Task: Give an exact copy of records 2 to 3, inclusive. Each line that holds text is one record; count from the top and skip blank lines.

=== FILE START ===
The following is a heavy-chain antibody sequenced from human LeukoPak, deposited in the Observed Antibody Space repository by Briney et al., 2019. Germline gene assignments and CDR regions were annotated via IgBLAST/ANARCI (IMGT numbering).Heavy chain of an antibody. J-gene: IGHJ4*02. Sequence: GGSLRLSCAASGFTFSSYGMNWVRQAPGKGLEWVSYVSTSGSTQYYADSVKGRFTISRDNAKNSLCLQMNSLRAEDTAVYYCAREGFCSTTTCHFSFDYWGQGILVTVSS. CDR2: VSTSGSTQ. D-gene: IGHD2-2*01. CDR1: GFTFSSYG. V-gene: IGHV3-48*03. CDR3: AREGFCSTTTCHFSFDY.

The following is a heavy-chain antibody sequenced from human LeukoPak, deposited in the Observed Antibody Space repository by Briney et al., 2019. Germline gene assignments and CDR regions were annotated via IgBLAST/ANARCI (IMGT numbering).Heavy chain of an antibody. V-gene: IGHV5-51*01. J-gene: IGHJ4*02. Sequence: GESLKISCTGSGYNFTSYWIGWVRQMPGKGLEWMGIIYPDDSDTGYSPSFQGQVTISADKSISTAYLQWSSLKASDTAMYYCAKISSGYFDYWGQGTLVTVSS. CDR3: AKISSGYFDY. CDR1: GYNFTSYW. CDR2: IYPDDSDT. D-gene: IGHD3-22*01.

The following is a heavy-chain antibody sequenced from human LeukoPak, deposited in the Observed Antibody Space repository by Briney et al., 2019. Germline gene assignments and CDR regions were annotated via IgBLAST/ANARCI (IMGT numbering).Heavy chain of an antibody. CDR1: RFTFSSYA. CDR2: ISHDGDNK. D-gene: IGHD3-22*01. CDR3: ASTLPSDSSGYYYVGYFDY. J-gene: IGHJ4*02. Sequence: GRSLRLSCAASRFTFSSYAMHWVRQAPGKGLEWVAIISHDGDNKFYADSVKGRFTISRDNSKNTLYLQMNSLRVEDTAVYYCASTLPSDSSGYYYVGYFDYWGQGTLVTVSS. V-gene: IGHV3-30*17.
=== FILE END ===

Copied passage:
The following is a heavy-chain antibody sequenced from human LeukoPak, deposited in the Observed Antibody Space repository by Briney et al., 2019. Germline gene assignments and CDR regions were annotated via IgBLAST/ANARCI (IMGT numbering).Heavy chain of an antibody. V-gene: IGHV5-51*01. J-gene: IGHJ4*02. Sequence: GESLKISCTGSGYNFTSYWIGWVRQMPGKGLEWMGIIYPDDSDTGYSPSFQGQVTISADKSISTAYLQWSSLKASDTAMYYCAKISSGYFDYWGQGTLVTVSS. CDR3: AKISSGYFDY. CDR1: GYNFTSYW. CDR2: IYPDDSDT. D-gene: IGHD3-22*01.

The following is a heavy-chain antibody sequenced from human LeukoPak, deposited in the Observed Antibody Space repository by Briney et al., 2019. Germline gene assignments and CDR regions were annotated via IgBLAST/ANARCI (IMGT numbering).Heavy chain of an antibody. CDR1: RFTFSSYA. CDR2: ISHDGDNK. D-gene: IGHD3-22*01. CDR3: ASTLPSDSSGYYYVGYFDY. J-gene: IGHJ4*02. Sequence: GRSLRLSCAASRFTFSSYAMHWVRQAPGKGLEWVAIISHDGDNKFYADSVKGRFTISRDNSKNTLYLQMNSLRVEDTAVYYCASTLPSDSSGYYYVGYFDYWGQGTLVTVSS. V-gene: IGHV3-30*17.